D-Malice’s track ‘Full Effect’ resembles the most to Chicago house, putting the dub aspects a little bit in the background. The clever use of simple percussion and rhythms is a genious move, going back to the limited hard ware era of early 80’s and 90’s, which with such limitations makes the track breath between every element. A effect that is more often forgotten than used. Soca influences combined with dubstep atmospheres and modern technology frames in DVA’s ‘God Made Me Phunky’, a track that explodes intensity and a bit of playfulness, going strong on traditional soca and dub.

Ill Blu’s ‘Time To Get Nasty’ could just as well be a standard R&B track, but the amount of reminiscent of hardcore and jungle shines through too much and makes it into something quite unique, without losing touch with it’s influences. The same goes for Roska’s ‘Holograph’, sounding instantly as a track from the same producer that gave us a quite long stream of white label’s this year, as well as equally funky and funny tracks on his own Roska Kicks & Snares.

This is a hate or like record, I hope it grows on most of you, so give it a shot!

Review: Zomby – One Foot Ahead Of The Other EP

Label: Ramp Recordings
Catalog#: RAMP022

Tracklist:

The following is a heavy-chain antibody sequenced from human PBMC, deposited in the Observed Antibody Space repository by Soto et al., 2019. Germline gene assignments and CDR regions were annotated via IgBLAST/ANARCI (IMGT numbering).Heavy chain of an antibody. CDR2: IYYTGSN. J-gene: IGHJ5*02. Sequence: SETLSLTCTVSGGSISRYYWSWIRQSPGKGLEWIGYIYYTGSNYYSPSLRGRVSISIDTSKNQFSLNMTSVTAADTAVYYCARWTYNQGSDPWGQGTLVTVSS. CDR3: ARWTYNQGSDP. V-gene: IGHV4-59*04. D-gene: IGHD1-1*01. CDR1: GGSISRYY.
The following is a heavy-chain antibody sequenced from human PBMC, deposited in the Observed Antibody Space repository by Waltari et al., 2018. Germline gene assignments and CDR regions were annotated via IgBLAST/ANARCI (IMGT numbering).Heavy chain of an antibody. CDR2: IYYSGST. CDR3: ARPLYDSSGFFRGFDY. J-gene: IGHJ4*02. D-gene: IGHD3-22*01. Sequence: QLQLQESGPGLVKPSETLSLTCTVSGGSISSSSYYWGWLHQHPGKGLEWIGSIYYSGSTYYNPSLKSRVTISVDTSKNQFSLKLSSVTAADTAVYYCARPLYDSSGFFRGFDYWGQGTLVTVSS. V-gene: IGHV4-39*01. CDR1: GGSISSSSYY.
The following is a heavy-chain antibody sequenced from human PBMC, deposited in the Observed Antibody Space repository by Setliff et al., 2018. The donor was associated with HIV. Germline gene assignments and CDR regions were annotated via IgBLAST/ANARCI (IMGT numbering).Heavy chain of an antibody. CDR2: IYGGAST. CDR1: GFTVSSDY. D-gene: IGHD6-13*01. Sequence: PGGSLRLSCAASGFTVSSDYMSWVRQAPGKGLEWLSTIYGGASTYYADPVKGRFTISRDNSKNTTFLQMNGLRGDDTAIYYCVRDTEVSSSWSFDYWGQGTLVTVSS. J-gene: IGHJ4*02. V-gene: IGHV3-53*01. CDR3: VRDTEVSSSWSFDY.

A1: One Foot Ahead Of The Other

A2: Helter Skelter

B1: Pumpkinhead’s Revenge

B2: Polka Dot

C1: Godzilla

C2: Expert Tuition

D1: Bubble Bobble

D2: Mescaline Cola

D3: Firefly Finale

Buy here

Recommended!

From ‘Where Were U In ’92?’ to ‘Zomby EP’, Zomby shows his many sides of wonky and straight up Zombyism, as well as combining classical electronic genres and combining them in his own and unique way.

Being a parallell to ketamine and being a centerpoint in the discussion about wonky in general, he shows little interest about what people think – solely by remaining secretative about his identity as well as the absolute disregard to the pinpoints people put on him. One thing that Zomby always keeps up is the freedom he displays with his releases: the extremely unpredictable sound (well, to some extent; you can most surely rely on the sounds from old video games and resemblances) as well as his movements within most of electronic music.

‘One Foot Ahead Of The Other EP’ feels as the album that fits perfectly between his previous excursions. It’s never “too much”, which I could feel with ‘Zomby EP’ on Hyperdub – as well as with ‘Where Were U In ’92’ sometimes. This album feels more narrowed down, in the most positive regard – it feels more evolved and a bit more worked through, as if the idea of the music got a better practical result here.

One thing I really appreciate is that Zomby involves four by four rhythms and illusions, keeping the groove more steady brings in the pressure from four-to-the-floor beats. He manages to squeeze in his own sounds and samples(?) into the rhythms in a excellent way – as he surely always have been doing. It’s nice to feel the fast paced tempo of a 140 bpm techno track getting chopped, ket-ed up, and snorted into a very undefinable and fresh attempt on modern electronic music.

The highlights of the album are these tracks, as well as when Zomby puts things into a more futuristic sense, such as the title track and ‘Godzilla’. I could easily say that all tunes on the album are absolute killers.

You know what you get.